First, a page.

Morning chores

hallucination-chris-butler

I woke up with an ache in my head. The floor was cluttered with empty cans of beer and cigarette stubs. The dank stink of smoke still clung in the air. I opened a window to let the room breathe. On my bed did lay a body, crumpled, with the sheet rising and falling. Her long black hair spread out into a chaos of waves. Her face and body was covered by the sheet, with her bare limbs poking out. I felt a growing tenderness in my heart. She was very dear.

I set the coffee to brew and put on some light music. The cans clanged as I collected them in a plastic bag and put them in the trash. The toaster made an angry metallic click as the aroma of freshly hot bread filled the room. I applied butter to the toast and sipped some coffee, black. She still lay huddled in the bed. I did not disturb her; didn’t have the heart to.

I was checking my messages when there was a knock at the door. I opened it. My girlfriend was standing outside. She had downcast eyes with a forlorn look. She looked up at me and asked how I was keeping. I said good. She wanted to know why I wasn’t answering her phone calls. I didn’t know how to answer that. I just hadn’t felt like. But then I couldn’t say it, could I. She genuinely cared and I did in turn too. She asked if she could come in. I moved aside to make way.

The room was clean, bright, the bed unoccupied. I looked around to see where she had gone. I could find her nowhere. My girlfriend sat on the bed, looking at my quizzical face. She looked worried. She said, ‘Your mom called. She said you were seeing her again. You know they are hallucinations right. Not real.’ I said that I know. But then, when they happen they do seem real. Is it wrong to see her, feel her presence, even if not real. I did not say any of this. I didn’t want to have her bothered. I sat by her side and said I will eat the medicines. I just wanted some time to feel whole again, with my sister.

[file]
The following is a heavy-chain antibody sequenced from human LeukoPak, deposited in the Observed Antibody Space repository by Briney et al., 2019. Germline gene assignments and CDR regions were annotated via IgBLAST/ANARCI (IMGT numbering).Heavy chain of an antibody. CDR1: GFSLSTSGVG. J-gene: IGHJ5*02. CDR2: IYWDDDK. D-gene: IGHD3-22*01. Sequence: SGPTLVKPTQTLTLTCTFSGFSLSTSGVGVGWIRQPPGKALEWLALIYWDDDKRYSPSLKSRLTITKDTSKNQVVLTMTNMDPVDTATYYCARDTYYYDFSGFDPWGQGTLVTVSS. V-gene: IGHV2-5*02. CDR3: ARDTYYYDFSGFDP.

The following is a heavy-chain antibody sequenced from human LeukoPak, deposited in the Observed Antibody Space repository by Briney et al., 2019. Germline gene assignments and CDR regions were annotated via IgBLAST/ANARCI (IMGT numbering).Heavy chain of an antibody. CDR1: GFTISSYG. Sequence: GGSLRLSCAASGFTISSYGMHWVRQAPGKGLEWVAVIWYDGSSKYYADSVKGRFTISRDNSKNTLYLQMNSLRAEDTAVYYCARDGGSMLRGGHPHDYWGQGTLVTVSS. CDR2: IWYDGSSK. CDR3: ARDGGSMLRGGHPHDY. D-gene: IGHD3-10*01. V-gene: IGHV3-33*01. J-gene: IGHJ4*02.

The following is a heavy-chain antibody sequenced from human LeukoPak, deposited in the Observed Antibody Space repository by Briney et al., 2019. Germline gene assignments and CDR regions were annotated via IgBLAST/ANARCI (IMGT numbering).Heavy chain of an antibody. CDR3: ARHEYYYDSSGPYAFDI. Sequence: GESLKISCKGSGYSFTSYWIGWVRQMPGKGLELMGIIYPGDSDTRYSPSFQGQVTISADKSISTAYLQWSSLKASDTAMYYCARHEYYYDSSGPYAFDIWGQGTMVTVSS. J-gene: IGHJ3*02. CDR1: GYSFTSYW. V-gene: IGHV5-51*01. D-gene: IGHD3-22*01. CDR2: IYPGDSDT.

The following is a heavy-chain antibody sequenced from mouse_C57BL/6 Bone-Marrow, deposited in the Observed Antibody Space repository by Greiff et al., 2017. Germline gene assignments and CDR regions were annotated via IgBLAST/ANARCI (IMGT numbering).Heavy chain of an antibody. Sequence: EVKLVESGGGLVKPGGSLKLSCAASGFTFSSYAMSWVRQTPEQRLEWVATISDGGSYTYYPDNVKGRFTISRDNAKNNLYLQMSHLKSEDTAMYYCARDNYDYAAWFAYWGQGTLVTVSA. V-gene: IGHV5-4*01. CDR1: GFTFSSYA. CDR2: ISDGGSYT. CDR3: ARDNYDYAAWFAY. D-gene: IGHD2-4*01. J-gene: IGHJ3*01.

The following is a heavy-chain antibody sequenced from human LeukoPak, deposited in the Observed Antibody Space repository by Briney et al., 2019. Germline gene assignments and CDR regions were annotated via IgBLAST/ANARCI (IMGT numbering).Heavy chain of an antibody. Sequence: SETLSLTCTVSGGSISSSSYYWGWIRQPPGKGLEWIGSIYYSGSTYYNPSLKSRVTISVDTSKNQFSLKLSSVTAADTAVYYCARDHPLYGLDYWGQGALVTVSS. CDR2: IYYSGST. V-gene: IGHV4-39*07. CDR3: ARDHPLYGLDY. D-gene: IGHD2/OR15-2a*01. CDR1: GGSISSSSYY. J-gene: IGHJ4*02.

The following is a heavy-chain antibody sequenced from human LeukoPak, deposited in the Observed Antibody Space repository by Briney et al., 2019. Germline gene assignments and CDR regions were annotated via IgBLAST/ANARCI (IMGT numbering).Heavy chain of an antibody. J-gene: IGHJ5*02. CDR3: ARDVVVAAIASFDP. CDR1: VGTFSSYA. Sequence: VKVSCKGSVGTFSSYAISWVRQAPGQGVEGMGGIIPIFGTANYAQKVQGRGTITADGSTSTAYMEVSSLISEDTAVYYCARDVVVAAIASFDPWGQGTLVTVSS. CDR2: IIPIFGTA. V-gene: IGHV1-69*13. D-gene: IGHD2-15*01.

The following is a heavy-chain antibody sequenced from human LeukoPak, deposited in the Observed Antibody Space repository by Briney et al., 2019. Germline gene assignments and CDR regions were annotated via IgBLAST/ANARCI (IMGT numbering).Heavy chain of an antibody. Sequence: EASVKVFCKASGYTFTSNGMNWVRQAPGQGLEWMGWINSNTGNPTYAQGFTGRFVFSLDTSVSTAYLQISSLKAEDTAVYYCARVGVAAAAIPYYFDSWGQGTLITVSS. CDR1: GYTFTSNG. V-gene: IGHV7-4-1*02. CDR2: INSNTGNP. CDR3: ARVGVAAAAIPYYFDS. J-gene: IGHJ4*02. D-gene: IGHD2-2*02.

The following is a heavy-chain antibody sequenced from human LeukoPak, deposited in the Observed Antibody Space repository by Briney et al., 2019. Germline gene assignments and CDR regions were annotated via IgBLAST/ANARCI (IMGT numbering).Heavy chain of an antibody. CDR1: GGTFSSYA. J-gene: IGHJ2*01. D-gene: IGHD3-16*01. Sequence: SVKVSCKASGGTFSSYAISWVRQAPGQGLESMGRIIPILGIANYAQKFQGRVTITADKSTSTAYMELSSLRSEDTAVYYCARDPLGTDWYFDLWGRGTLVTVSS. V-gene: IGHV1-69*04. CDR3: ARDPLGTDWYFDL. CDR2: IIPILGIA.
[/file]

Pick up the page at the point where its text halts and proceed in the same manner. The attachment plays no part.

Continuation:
She said she understood. She nodded towards the medicine. I went and popped four pills; drowned it with another gulp of coffee. And sat down, beside, on the bed. A little while later there was another knock at the door. I said come in. And my girlfriend entered, looking worried. She wanted to know why I wasn’t taking her calls. Surprised, I turned to the spot on the bed where she was supposed to be sitting. It was empty. I slowly turned again, toward her, still by the doorway, and set out a long painful sigh.

The town fair

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The kid was wearing brown boots. His eyes simmered with the kind of hope that only innocence can offer. He had the string of a green hot-air-balloon pinched tight between his thumb and index finger. With the balloon bobbing in the evening breeze, he walked around alone, checking the various curiosities the town fair had to offer.

As he turned round a corner, by the alley behind the tent with the fortune-teller, the kid came across a boy with his tongue in the mouth of a girl. They were definitely kissing, but he thought they were doing it wrong. The lips should touch the cheeks and the tongue definitely stays safely inside one’s own mouth! Lost to the novelty of this gross spectacle, the kid’s grip on the string loosened which sent the balloon flying.

The balloon climbed, first with a sense of immediacy, and then with a lugubrious slowness as the air within began to cool and it reached a height where the air outside was equally dense and it could rise no further. An ambitious sparrow in the hope of setting a new record for highest flight amongst its clan blinked at the green round shiny thing at head-level ahead. It swerved right and gave it a miss. But given its meek nature, it thought better to take the green thing for a predator that inhabits those particular heights and started making a quick descent to inform its clan of this new discovery.

It flew in a straight line, glidding, cutting through the wind, toward the thicket at the end of a bridge over the river that ran north of the town. Arriving at its nesting site, it set a chirrupy chatter that was picked up by a lone bloke standing on the bridge beside, staring down into the water flowing in swirling turbulent eddies. He was tired, despondent with despair. His parrot had died, he had lost his favourite pebble, his parent’s were having a divorce, and his best friend had gone to the fair without him. He felt alone, lost, and weary. Yearning for love but feeling barricaded all around he wanted to jump down the bridge into the water and end it all.

He made up his mind, climbed the safety railing, and looked up to say goodbye to the world just when a green round something glittered in the sky above. Against the orange shade of the evening twilight, the green formed a pretty harmony of colours, and queerly it seemed to grow bigger with time. He let his gaze follow its flight as it descended from the sky, still hovering in the air, moving in slow stutters toward the town.